John Dies at the End – 3 out of 5
I never read David Wong’s book this film is based on but when I saw the trailer I thought that the movie looked like a dark journey into insanity and I really wanted to see and experience it…but not read about it though. I’m an American and reading is for losers! (Just kidding, kids. Reading is FUNdamental!)
|I've been there, buddy.|
John Dies at the End, aside from having one of the best titles I’ve ever seen, tells the story of Dave (Chase Williamson) and John (Rob Mayes) who find themselves suddenly thrown into a battle for our dimension as a new, self-aware drug nicknamed soy sauce has hit the streets. The effects of the drug, as seen in John and Dave, are heightened awareness to the point of near pre-cognition and, in others,…death. After sampling soy sauce, the two buds find themselves caught up in a mission to stop evil creatures from getting into their dimension and destroying their world. The lesson here…don’t do drugs, kids, because you may have to battle some monsters later because of them.
|Jesus Chocolate-covered Christ! What the hell is that thing?|
Don't do drugs, kids. These type of things always end up showing up.
JDATE—wait, better not shorten the title to an acronym because it now looks like J-Date—John Dies at the End is one of those films that never really does anything wrong but doesn’t do a whole hell of a lot right either. The movie is straight-on, middle-of-the-road in its presentation. The film constantly jumps from good to bad from great to cheap. One second the movie will look like a great dark comedy with a decent budget released under the radar for the theaters and the next second it looks like an Asylum picture released to your nearest Redbox and Wal-mart 5 dollar bin.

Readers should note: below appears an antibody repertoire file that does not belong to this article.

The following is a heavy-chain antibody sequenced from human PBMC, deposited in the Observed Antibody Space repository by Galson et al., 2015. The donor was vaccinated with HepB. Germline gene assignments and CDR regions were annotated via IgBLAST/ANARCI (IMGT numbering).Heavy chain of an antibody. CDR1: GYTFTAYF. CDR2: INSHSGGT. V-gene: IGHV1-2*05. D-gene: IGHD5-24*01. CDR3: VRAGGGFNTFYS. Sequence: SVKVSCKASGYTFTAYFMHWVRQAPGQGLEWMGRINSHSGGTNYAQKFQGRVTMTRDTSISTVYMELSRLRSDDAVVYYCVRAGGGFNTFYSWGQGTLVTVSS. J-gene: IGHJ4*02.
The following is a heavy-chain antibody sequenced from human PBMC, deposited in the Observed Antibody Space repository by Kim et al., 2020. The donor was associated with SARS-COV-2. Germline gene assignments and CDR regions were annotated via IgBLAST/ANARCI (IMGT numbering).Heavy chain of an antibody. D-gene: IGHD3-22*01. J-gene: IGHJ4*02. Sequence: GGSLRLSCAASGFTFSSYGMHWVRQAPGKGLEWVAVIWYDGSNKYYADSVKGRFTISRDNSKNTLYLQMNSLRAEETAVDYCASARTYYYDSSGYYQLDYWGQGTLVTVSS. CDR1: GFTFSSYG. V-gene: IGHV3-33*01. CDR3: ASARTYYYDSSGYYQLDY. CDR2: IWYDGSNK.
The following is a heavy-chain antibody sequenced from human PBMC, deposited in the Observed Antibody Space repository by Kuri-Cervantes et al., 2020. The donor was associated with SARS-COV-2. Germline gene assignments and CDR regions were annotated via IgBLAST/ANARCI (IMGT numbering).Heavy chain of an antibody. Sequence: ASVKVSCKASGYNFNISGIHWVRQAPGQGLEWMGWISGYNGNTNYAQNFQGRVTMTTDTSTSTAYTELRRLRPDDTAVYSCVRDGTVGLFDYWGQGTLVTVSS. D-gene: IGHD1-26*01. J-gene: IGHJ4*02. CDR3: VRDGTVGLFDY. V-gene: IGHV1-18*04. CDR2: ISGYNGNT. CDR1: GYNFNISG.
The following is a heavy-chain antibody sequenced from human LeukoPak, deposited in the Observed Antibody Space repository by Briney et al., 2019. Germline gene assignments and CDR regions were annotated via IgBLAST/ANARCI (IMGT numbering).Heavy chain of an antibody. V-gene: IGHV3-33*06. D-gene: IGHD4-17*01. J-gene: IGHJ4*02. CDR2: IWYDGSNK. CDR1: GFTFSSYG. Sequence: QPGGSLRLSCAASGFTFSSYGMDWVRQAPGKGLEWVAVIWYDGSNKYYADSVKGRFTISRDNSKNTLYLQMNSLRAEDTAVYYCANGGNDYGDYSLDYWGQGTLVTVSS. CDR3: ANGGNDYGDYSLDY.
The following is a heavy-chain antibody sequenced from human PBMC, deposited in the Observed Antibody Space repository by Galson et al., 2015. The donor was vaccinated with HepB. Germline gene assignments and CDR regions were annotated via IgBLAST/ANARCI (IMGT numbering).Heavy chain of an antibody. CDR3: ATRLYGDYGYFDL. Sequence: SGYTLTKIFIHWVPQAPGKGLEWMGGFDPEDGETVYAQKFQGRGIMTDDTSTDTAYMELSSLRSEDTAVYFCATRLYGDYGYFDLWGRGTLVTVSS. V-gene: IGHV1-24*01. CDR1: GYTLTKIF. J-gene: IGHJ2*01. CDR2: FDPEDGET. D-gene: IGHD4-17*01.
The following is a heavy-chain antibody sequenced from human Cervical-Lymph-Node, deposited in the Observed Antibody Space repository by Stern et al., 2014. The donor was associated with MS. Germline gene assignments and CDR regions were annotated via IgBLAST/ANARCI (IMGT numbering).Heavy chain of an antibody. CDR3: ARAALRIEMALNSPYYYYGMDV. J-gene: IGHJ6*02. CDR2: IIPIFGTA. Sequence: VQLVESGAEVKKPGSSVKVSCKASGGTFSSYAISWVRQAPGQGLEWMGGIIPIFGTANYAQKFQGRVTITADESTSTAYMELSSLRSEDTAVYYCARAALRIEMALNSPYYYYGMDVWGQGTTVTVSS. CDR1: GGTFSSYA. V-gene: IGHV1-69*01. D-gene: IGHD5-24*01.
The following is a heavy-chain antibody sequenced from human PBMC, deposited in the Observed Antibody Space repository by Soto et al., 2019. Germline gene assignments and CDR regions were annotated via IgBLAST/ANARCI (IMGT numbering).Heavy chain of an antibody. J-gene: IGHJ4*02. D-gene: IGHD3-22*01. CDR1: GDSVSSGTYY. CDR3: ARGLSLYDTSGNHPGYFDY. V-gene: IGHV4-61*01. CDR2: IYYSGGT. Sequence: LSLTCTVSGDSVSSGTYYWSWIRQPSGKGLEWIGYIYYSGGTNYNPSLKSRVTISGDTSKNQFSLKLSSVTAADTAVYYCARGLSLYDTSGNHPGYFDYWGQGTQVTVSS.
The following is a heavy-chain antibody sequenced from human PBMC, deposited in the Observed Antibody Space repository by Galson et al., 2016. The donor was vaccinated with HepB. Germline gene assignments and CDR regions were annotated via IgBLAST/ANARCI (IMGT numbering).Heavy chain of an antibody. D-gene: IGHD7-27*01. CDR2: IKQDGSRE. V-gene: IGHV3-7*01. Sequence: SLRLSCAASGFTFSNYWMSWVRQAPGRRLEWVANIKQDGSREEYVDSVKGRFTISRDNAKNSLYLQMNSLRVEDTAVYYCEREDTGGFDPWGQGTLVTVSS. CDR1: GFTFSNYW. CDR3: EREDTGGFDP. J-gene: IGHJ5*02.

|If there's a problem that can't be solved with a bat with nails in it then that|
problem is impossible to solve.
|Giamatti: Making movies better with his presence|
|That man's face was clearly carved from a piece of wood.|
Even the performances are constantly jumping the spectrum of good and cheap. Overall, there are some great performances from the likes of Mayes as John, as well as Paul Giamatti as Arnie Blondestone (which is totally a name that should belong to a wizard); the man Dave is telling his story to throughout the running length of the story, and a man too cool to exist; Clancy Brown, but the main character of Dave—played by Chase Williamson—is delivered in a very unbalanced way.
|But it was nice to see Doug Jones and all his skeleton-like features not|
being covered by make-up and prosthetics.
Right off the bat, Williamson really brings forth something great in the movie and I thought he was spectacular but as the film progresses, he jumps back and forth from really great acting to overacting to “why bother trying, I got my paycheck.” With each scene he’s in is a roll of the dice to see if he’ll be something to watch or something to forget.
|"You'll have to speak up, I'm speaking into a bratwurst."|
While this jumping back and forth of quality in the film can be distracting (even the editing went from really tight, dynamic stuff to questioning if the editor had a stroke while doing it as the computer simultaneously suffered a fatal attack from a virus while the film was rendering) it doesn’t stop it from being enjoyable and interesting in its dark, quirky way—it just keeps it from being something more than a film I will only watch once and, most likely, never watch again.
|Admit it, that skull helmet is the only reason you wanted to see this movie.|
John Dies at the End is entertaining—the story is so effed up and strange that even if you weren’t consume illicit materials the film can somehow cause a drug trip and even though it has its issues, it’s still entertaining to experience. Hell, it even makes me want to read Wong’s book—remember kids, reading is fun and helps stop you from being an imagination-less monster…also don’t do drugs.
|Unless Clancy Brown tells you to do drugs and then, by all means, you fucking|
do them!!! He's just that cool, people.